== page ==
Unity In The Spirit

As you know, a recent quarterly lesson study was about oneness in Christ.


Division in the church as been around since the early days of Christ and His apostles.  Even while Jesus was on earth, His disciples quarreled amongst themselves.  And when the mother of James and John petitioned to Jesus that one sit on His right hand and the other on His left in the heavenly kingdom, the other ten “were moved with indignation against the two brethren” (Matthew 20:24). 

 And even though Barnabas was a champion for Paul to be accepted by the fearful church members following Saul/Paul’s conversion, Paul and Barnabas managed to disagree with each other as to whether or not to take John Mark with them on their 2nd missionary journey.  Acts 15:39 states that the “contention was so sharp between them, that they departed asunder one from the other…” 

Today division still exists at the core of the church.  And even though it seems as if this rift is growing bigger each passing day, Ellen White states that the church will not ultimately fall.  In Selected Messages book 2 she states—in context of the Sunday law:

 “…The church may appear as about to fall, but it does not fall.  It remains, while the sinners in Zion will be sifted out—the chaff separated from the precious wheat.  This is a terrible ordeal, but nevertheless it must take place” (380.2).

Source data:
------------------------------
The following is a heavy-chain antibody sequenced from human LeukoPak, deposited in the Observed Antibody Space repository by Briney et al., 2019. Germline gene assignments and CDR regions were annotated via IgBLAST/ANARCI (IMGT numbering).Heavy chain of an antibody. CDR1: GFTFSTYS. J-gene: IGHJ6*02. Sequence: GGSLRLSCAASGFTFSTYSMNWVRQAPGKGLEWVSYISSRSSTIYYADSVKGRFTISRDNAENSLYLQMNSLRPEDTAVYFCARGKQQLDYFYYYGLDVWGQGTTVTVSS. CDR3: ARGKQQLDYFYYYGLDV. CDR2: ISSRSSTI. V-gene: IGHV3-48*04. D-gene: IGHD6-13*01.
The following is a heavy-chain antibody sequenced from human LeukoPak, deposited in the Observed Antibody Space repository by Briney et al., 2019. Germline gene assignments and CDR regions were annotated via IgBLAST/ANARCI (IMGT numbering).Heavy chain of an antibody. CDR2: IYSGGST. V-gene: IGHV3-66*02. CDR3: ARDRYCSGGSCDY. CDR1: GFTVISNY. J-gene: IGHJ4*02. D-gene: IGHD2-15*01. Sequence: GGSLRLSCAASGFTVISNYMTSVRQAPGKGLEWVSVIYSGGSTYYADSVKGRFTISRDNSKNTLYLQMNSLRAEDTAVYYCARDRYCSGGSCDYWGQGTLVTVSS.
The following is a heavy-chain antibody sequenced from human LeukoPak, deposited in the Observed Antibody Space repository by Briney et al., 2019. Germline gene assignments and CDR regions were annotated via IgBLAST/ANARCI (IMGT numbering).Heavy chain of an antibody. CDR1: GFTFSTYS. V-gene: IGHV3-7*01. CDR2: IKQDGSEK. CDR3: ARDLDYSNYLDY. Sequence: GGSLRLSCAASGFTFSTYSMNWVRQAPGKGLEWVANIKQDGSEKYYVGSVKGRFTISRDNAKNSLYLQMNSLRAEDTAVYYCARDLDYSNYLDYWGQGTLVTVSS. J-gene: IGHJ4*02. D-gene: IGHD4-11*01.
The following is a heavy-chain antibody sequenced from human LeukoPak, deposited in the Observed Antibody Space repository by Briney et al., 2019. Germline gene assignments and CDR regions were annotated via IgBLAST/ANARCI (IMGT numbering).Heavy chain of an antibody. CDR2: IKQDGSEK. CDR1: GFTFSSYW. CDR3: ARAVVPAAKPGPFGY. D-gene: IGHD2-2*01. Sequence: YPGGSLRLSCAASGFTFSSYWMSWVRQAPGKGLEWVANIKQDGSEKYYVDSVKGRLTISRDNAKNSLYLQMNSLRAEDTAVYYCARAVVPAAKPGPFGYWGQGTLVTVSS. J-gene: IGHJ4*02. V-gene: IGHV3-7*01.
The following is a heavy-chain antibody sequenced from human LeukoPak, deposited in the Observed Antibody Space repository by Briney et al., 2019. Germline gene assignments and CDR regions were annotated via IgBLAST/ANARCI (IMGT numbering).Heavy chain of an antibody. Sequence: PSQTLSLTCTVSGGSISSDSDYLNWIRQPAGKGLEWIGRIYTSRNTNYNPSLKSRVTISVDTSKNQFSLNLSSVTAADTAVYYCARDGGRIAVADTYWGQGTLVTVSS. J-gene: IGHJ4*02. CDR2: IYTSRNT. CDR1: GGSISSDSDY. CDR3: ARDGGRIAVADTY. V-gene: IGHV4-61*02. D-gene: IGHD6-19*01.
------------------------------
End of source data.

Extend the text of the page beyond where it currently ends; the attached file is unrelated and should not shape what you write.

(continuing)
The Early Rain

Following Jesus’s ascension, the disciples returned to Jerusalem and went into an upper room.  There were about 120 of them there (Acts 1:15) and they “continued with one accord in prayer and supplication…” (Acts 1:14, emphasis added).  Ellen White states in Acts of the Apostles: 

“In obedience to Christ’s command, they waited in Jerusalem for the promise of the Father—the outpouring of the Spirit.  They did not wait in idleness… (35.2).  As the disciples waited for the fulfillment of the promise, they humbled their hearts in true repentance and confessed their unbelief…  (36.1).  The disciples prayed with intense earnestness for a fitness to meet men and in their daily intercourse to speak words that would lead sinners to Christ.  Putting away all differences, all desire to for supremacy, they came close together in Christian fellowship.  They drew nearer and nearer to God… (37.1)  These days of preparation were days of deep heart searching.  The disciples felt their spiritual need and cried to the Lord for the holy unction that was to fit them for the work of soul saving” (37.2).   

 The Bible puts it this way:

 “And when the day of Pentecost was fully come, they were all with one accord in one place” (Acts 2:1, emphasis added). 

 Following 10 days of humility, prayer, and unity, something amazing and wonderful happened - the outpouring of the Holy Spirit in the form of the early rain at Pentecost.  What a scene and experience that must have been - rushing wind, cloven tongues like fire setting on each person, speaking in tongues (Acts 2:2-4).  Wow!